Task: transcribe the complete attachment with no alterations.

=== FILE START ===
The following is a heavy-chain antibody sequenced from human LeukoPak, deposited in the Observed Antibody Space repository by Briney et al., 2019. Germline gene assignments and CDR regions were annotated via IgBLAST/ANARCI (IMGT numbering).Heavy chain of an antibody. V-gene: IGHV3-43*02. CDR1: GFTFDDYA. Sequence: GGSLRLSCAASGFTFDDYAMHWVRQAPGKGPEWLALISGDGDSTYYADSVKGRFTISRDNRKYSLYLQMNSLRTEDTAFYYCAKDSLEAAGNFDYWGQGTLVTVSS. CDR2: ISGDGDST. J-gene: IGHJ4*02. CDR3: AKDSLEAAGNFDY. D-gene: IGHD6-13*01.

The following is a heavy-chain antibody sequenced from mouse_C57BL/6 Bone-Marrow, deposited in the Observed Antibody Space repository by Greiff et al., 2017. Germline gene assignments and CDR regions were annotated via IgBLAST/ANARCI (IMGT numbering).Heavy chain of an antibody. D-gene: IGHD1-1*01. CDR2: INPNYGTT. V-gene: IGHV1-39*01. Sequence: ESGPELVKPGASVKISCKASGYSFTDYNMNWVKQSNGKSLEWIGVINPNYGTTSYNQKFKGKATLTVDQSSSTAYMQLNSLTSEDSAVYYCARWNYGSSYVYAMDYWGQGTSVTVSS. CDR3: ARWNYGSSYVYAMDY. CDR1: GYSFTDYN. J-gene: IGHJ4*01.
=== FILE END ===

The following is a heavy-chain antibody sequenced from human LeukoPak, deposited in the Observed Antibody Space repository by Briney et al., 2019. Germline gene assignments and CDR regions were annotated via IgBLAST/ANARCI (IMGT numbering).Heavy chain of an antibody. V-gene: IGHV3-43*02. CDR1: GFTFDDYA. Sequence: GGSLRLSCAASGFTFDDYAMHWVRQAPGKGPEWLALISGDGDSTYYADSVKGRFTISRDNRKYSLYLQMNSLRTEDTAFYYCAKDSLEAAGNFDYWGQGTLVTVSS. CDR2: ISGDGDST. J-gene: IGHJ4*02. CDR3: AKDSLEAAGNFDY. D-gene: IGHD6-13*01.

The following is a heavy-chain antibody sequenced from mouse_C57BL/6 Bone-Marrow, deposited in the Observed Antibody Space repository by Greiff et al., 2017. Germline gene assignments and CDR regions were annotated via IgBLAST/ANARCI (IMGT numbering).Heavy chain of an antibody. D-gene: IGHD1-1*01. CDR2: INPNYGTT. V-gene: IGHV1-39*01. Sequence: ESGPELVKPGASVKISCKASGYSFTDYNMNWVKQSNGKSLEWIGVINPNYGTTSYNQKFKGKATLTVDQSSSTAYMQLNSLTSEDSAVYYCARWNYGSSYVYAMDYWGQGTSVTVSS. CDR3: ARWNYGSSYVYAMDY. CDR1: GYSFTDYN. J-gene: IGHJ4*01.